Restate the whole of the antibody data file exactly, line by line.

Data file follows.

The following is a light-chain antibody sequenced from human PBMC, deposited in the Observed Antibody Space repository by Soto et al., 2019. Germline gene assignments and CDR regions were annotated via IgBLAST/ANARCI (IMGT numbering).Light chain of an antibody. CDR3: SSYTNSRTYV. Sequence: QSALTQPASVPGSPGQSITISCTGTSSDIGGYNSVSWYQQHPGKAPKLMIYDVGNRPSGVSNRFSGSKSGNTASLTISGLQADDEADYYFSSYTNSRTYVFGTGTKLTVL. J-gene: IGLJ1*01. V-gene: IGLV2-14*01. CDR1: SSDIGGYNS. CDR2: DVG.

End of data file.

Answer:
The following is a light-chain antibody sequenced from human PBMC, deposited in the Observed Antibody Space repository by Soto et al., 2019. Germline gene assignments and CDR regions were annotated via IgBLAST/ANARCI (IMGT numbering).Light chain of an antibody. CDR3: SSYTNSRTYV. Sequence: QSALTQPASVPGSPGQSITISCTGTSSDIGGYNSVSWYQQHPGKAPKLMIYDVGNRPSGVSNRFSGSKSGNTASLTISGLQADDEADYYFSSYTNSRTYVFGTGTKLTVL. J-gene: IGLJ1*01. V-gene: IGLV2-14*01. CDR1: SSDIGGYNS. CDR2: DVG.